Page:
So, there’s the obvious: the smell. Garlic does have a very strong and lingering smell. However, it is said that flat leaf parsley can counteract the odour. I also read that drinking it down with milk may help. (I said may not will!)

Some people may also experience IBS type symptoms, such as bloating. Others have also reported headaches, fatigue, dizziness and muscle aches. These might be resolved by cooking the garlic. One doctor, claims that garlic kills your brain and makes you stupid. I’m not so sure about this, but if you’re interested I’ve posted the link below.

This is quite serious: As garlic thins the blood, it is not a good idea to eat lots of it before an operation or giving birth.

Finally, garlic may interact with some antibiotics and coagulants, so always check with your doctor when taking these.

How do you use garlic?

It’s healthy to have one portion of allum family (garlic, onions, leeks) a day.

If you’re run down or feeling sick, take 2-4 cloves a day. Remember, it needs to be raw, crushed and left for 10 minutes if you want the antibiotic properties.

If you have a cough, chop or crush garlic and leave it overnight. Use this as a cough syrup.


What do you think of garlic? Do you eat it? Do you avoid it? How do you use it? Has your opinion now changed?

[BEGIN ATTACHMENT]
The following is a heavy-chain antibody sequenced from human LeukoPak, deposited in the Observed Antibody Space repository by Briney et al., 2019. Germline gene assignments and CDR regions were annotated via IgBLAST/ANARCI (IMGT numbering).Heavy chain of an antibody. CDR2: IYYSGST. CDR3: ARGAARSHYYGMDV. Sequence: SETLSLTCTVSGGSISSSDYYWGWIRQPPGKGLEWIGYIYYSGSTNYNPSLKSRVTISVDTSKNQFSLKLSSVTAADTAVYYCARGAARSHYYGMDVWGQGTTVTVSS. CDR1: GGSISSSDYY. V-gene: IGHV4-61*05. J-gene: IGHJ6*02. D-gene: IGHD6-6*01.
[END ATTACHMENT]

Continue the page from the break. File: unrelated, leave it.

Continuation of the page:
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Ania NowickiCould garlic really be a cure-all?

Comments 6

  1. Liina

    The funny thing about me and garlic – I love it soo much that it actually leads me to overeating. By adding carlic to food it just becomes irresistebly delicious šŸ˜›

    1. Post

      Wow! That is impressive! The solution here is to decide ahead of the meal exactly how much you’re going to eat – write it down, if you need to – and then stick to it. It would be a shame to give up eating garlic if you enjoy it! šŸ™‚

  2. BW

    Dave Asprey (as well as a few other life-hackers) suggests that garlic (and onions) make you dumb (well, emotionally dim i.e. unable to meditate or effective control emotions etc.) Almost all Asain cultures regard garlic and the like as medicines, i.e. to be used sparingly, when one is ill.

    And of course hard-core Buddhists avoid garlic and onions at all times – such is the effect on the ability to meditate. My Buddhist friend asked me who I regarded as the most emotionally volatile populations of Europe. I said "Italians and Spaniards – and ESPECIALLY Sicilians!" And he replied, "Exactly, and they eat a LOT of garlic and onions!"  – my repsonse was "Sure they're volatile, but they're lot of fun too!" šŸ™‚

    Anyway, food for though!



    1. Post
  3. BW

    PS: My mum would swallow whole cloves of garlic (dipped in olive oil to help them go down) when she felt a cold coming on. She never smelt of garlic using this method. I've done it too and it seems to work brilliantly.


    1. Post

      I have to admit that I’ve never tried swallowing garlic whole, but now you’ve motivated me to do it! Great tip with the olive oil, too! Thank you!